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  • The Politics of Economic Crisis in Latin America
  • Juan Carlos Torre (bio)

During the 1980s, Latin America's historical pattern of intermittent democracy reasserted itself as one military regime after another gave way to demands for elections and other democratic reforms. Several countries held two or more elections with generally accepted outcomes—including, in some cases, alternation in government. More remarkable still, all of these transitions took place in the midst of a severe region-wide economic crisis, demonstrating that political democratization can succeed even under harshly adverse economic conditions.1

In order to appreciate the full meaning of this conclusion, one must recall the longstanding conventional wisdom that sees democratic rule as depending upon high levels of economic development and growth. "Ever since the destruction of the fragile Weimar and Spanish democracies in the 1930s," notes Albert Hirschman, "it has been axiomatic that an impairment of economic health will be fatal for a fledgling democracy . . . . More recent experiences have shown, however, that at different historical times the connection is much less tight."2

The Latin American cases provide good examples of the disjunction between political and economic conditions that Hirschman perceives. Beginning with the collapse of the Argentine junta in 1982 and ending with the fall of the Pinochet and Stroessner governments in Chile and Paraguay in 1990, the 1980s were a decade of democracy in Latin America. At the same time, the 1980s were also a period of mounting external-debt problems that led to fiscal crisis, high inflation, and economic stagnation throughout the region.

Granted that economic hardships have not stymied political [End Page 104] democratization in Latin America, one may still ask how and to what extent they have influenced the emerging regimes. To answer this question, one must begin by making distinctions among the particular experiences of different countries. There are those, like Chile and Uruguay, where the return to democracy took place in a relatively healthy economic environment. Others, such as Mexico, faced economic adversity within an institutional and political framework that was spared the discontinuities associated with democratization. Our focus here will be on a third set of countries—including Brazil, Peru, Bolivia, and Argentina—where democratic transitions roughly coincided with periods of grave economic difficulty.

The manner in which the political elites of these countries first approached the problem of governing new democracies in times of economic adversity suggests that these leaders saw themselves more as the undertakers of authoritarianism (and the economic hardships identified with it) than as the attending physicians of weak economies and unstable political institutions.3 This attitude owed much to the circumstances of political change. The advent of democracy touched off an explosion of optimism and heightened expectations. For most ordinary citizens, democratization seemed to promise not only the recovery of political rights but also a better chance for social advancement. When elections rolled around, politicians found themselves tempted to ignore economic restraints for a time in order to take up the demands of those who had felt neglected under authoritarianism. The sin of error seemed less deadly than the sin of disappointing the raised expectations of voters.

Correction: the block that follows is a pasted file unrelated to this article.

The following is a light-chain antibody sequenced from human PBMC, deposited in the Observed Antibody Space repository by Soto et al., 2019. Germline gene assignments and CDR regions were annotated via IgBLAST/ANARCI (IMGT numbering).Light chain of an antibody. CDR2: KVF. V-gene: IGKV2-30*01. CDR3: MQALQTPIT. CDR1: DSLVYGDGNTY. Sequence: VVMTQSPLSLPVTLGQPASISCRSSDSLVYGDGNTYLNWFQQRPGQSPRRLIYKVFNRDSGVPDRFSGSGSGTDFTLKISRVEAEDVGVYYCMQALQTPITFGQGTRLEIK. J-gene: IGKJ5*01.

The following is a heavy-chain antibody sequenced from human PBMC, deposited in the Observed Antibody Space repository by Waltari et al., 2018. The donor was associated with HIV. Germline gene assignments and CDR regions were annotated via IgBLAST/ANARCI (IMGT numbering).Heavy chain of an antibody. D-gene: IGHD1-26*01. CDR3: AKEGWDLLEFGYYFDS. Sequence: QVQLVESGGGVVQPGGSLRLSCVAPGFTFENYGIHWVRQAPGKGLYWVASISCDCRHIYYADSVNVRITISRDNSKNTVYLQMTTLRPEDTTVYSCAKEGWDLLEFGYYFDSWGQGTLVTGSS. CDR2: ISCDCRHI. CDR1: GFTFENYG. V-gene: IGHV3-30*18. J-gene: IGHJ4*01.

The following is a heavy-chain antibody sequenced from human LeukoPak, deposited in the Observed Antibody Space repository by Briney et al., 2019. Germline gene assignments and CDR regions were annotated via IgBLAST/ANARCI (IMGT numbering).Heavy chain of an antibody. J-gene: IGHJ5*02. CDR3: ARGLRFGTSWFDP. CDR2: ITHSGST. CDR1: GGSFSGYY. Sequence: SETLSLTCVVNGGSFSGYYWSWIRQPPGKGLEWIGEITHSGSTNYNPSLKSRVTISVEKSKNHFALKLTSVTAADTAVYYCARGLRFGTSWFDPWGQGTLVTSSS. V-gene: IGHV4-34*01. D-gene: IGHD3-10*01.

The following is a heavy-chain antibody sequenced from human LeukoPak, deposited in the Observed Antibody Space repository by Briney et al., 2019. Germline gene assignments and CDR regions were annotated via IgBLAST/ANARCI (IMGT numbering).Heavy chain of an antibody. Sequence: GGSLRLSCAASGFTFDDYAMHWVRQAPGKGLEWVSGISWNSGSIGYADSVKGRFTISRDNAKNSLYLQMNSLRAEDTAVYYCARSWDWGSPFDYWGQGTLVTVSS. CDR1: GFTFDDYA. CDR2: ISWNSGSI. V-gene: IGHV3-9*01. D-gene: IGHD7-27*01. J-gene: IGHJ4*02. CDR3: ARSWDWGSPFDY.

This policy of social reparation soon backfired, however, and inflation shot up. At the same time, the resource constraints and economic uncertainty imposed by massive foreign debts became apparent. Elected leaders who had believed that they were opening the path to a more just, prosperous, and caring democracy found themselves with a crisis on their hands. For presidents Raúl Alfonsín of Argentina, José Sarney of Brazil, and Alan García of Peru, macroeconomic stability soon began to rank ahead of income redistribution on the list of policy priorities.

Despite anguished—if ineffectual—calls for increased understanding and financial assistance from Washington lest more populist and less responsible leaders arise, the feared scenario never materialized. Rather, after the electoral victories and sudden ideological conversions of Carlos Menem in Argentina, Jaime Paz Zamora in Bolivia, Carlos Andrés Pérez in Venezuela, and Alberto Fujimori in Peru, we are now observing the convergence of adjustment policies across Latin America. The economic emergencies of the 1980s taught a hard lesson: political leaders must become the family doctors of the fragile...